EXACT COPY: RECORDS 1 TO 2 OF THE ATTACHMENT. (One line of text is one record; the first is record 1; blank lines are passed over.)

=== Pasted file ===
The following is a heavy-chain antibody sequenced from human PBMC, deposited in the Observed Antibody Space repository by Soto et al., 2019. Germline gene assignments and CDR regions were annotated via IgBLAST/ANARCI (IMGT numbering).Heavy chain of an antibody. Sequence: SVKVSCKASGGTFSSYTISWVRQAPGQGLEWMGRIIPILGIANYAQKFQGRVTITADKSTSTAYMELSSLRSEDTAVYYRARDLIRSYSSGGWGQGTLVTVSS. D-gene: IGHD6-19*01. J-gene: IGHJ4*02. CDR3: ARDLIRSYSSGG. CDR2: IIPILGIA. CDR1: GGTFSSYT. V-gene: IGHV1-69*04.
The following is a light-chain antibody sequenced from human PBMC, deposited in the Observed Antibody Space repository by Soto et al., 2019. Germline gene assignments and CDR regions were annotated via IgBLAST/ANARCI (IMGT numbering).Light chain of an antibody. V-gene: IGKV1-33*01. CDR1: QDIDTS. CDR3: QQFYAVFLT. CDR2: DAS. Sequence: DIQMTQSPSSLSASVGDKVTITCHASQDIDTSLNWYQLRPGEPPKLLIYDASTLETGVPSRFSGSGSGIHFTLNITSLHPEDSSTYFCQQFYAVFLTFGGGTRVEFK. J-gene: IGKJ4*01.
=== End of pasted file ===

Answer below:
The following is a heavy-chain antibody sequenced from human PBMC, deposited in the Observed Antibody Space repository by Soto et al., 2019. Germline gene assignments and CDR regions were annotated via IgBLAST/ANARCI (IMGT numbering).Heavy chain of an antibody. Sequence: SVKVSCKASGGTFSSYTISWVRQAPGQGLEWMGRIIPILGIANYAQKFQGRVTITADKSTSTAYMELSSLRSEDTAVYYRARDLIRSYSSGGWGQGTLVTVSS. D-gene: IGHD6-19*01. J-gene: IGHJ4*02. CDR3: ARDLIRSYSSGG. CDR2: IIPILGIA. CDR1: GGTFSSYT. V-gene: IGHV1-69*04.
The following is a light-chain antibody sequenced from human PBMC, deposited in the Observed Antibody Space repository by Soto et al., 2019. Germline gene assignments and CDR regions were annotated via IgBLAST/ANARCI (IMGT numbering).Light chain of an antibody. V-gene: IGKV1-33*01. CDR1: QDIDTS. CDR3: QQFYAVFLT. CDR2: DAS. Sequence: DIQMTQSPSSLSASVGDKVTITCHASQDIDTSLNWYQLRPGEPPKLLIYDASTLETGVPSRFSGSGSGIHFTLNITSLHPEDSSTYFCQQFYAVFLTFGGGTRVEFK. J-gene: IGKJ4*01.